The title of my first blog, mocked for a job interview.
For a job interview, I set up a fake blog on blogger as a prop to explain “blog culture”. I suggested brands could use blogs to show some personality and let customers see behind the corporate curtain. It was before content marketing and corporate transparency became a thing. I was too early for the train to Purpose Town. I didn’t get the job (but we’re still friends), it happens to me a lot.
I started writing Blog Off properly while on a road trip across the US (told you I didn’t get that job). I would describe the merchandise in Piggly Wiggly compared to the shelves of WalMart. My first (and last) visit to Olive Garden for “Italian food” with a white evangelical church-going family in Houston. When I was writing about hearing gunshots and being bitten alive by ants in a Texan camping ground, my enthusiasm for blogs evaporated. Partly because of the gunshots and ants but also, my mum started reading it. Mum would comment; “sounds great, remember thingy from primary school? Her blog got a publishing deal.” MySpace then Facebook, Twitter et al. diverted my attention, until it didn’t seem necessary to say anything if it wouldn’t get a like from someone. I still haven’t approved Mum’s friend request but it’s ok, she’s forgotten her password.
I didn’t want to be #humblebragging, as if I was living the life of an Influencer pre-Instagram. I didn’t want to do an Eat, Pray, Love travel diary. My posts dwindled after “that time I was the only white woman in a Weight Watchers meeting and the hip hop aerobics class at the YMCA in deepest Bed-Stuy, Brooklyn”. I also got a job. Suddenly, I was too self-conscious to write about random observational stuff anymore. Someone was reading over my shoulder, in the digital sense.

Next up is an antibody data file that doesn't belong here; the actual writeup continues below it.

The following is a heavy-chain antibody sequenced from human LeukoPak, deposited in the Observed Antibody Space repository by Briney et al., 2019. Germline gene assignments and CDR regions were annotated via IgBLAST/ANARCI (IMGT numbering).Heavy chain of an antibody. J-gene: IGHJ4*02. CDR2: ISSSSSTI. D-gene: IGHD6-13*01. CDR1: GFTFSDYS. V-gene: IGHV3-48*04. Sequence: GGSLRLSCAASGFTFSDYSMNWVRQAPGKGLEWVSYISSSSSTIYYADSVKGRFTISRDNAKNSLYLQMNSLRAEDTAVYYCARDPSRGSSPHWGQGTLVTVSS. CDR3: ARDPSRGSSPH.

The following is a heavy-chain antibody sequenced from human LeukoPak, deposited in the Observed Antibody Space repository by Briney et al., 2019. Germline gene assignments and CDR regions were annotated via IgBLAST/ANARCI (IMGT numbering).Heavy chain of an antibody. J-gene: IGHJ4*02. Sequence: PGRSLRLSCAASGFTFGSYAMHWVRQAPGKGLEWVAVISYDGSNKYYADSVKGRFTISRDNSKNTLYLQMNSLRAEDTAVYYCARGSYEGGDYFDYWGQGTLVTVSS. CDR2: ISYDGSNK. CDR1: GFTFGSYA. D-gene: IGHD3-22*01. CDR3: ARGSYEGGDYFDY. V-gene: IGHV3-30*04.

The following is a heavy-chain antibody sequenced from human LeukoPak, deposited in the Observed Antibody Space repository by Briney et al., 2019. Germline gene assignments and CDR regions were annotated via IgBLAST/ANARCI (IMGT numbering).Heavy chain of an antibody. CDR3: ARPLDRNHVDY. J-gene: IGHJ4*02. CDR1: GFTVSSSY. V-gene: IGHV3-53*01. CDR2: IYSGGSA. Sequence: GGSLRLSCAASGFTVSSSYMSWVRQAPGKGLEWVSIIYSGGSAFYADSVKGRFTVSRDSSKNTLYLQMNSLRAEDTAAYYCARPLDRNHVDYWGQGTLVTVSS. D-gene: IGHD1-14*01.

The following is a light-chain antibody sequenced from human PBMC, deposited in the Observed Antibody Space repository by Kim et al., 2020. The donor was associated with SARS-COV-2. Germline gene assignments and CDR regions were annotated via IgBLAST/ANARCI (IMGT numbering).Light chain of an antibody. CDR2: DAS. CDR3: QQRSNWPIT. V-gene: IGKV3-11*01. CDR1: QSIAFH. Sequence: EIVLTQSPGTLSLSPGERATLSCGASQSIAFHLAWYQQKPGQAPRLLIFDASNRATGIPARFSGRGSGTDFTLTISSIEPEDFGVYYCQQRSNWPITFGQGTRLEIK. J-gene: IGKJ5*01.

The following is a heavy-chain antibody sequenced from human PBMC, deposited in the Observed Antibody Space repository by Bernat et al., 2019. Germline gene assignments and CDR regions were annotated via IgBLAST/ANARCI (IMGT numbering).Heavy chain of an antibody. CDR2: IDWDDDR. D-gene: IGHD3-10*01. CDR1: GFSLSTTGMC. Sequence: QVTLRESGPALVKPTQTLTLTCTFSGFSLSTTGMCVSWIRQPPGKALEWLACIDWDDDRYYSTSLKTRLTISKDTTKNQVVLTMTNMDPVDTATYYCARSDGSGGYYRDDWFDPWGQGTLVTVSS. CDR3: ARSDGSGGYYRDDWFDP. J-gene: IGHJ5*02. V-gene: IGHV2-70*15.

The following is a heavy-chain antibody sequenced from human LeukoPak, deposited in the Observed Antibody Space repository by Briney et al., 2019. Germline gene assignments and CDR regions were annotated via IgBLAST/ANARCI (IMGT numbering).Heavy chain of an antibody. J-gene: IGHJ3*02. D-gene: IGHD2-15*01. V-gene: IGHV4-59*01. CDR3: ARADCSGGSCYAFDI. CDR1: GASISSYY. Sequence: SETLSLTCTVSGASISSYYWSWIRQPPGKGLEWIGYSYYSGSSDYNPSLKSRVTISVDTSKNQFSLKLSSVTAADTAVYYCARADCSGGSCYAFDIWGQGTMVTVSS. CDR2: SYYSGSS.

Keeping up with all the places to write on became more interesting than actually writing stuff. Russell Davies (quite famous planning icon…look, here he is) advised my Essential Planning Skills Account Planning Group, group to collect sources of inspiration. He recommended storing everything scrapbook-style in journals, filed by year. A lucky dip of ideas, like browsing in Waitrose for dinner options instead of heading straight for the tinned goods. I wonder if he kept or looked at his notebooks once everything on paper went online. Was it clipped and forgotten in Instapaper, Pocket, Evernote et al.? Bigger question; does he know where to find things when he needs them and if so, which tags does he use?
Seth Godin writes something for his blog every day, no matter what. He says “the secret to writing a daily blog is to write every day. And to queue it up and blog it. There is no other secret”. An excellent discipline. Whenever he needs a reminder that he once had a great thought, it’s all there. Removing all pressure from the exercise, it doesn’t even need to be a great thought. Or have anyone reading it. No claps, likes or shares required. The thinking is preserved, as long as the blogging site stays in business and you have backups, just in case. Google bought blogger so I can still access ’06-07. The book I started writing on the road however, in pre-cloud Word on an HP laptop, is gone forever.
I have collected photos of signage, shops and weird toilet doors that I lose, once I forget where I saved them. I have notes in various apps, notepads, journals, emails, tweets, scraps of paper and backs of envelopes too. A blog seems to be a sensible option again. Blog Off is (probably) going to start living here, or here, maybe here. I’m still comparing functionality benefits. Eventually, I will have a place for thought out thoughts, sparked by the lucky dip of life’s bits & pieces. One day, it may turn into a book - like Mum said thingy from next door did. I doubt it but, it’s better out than in.
I am blogging off.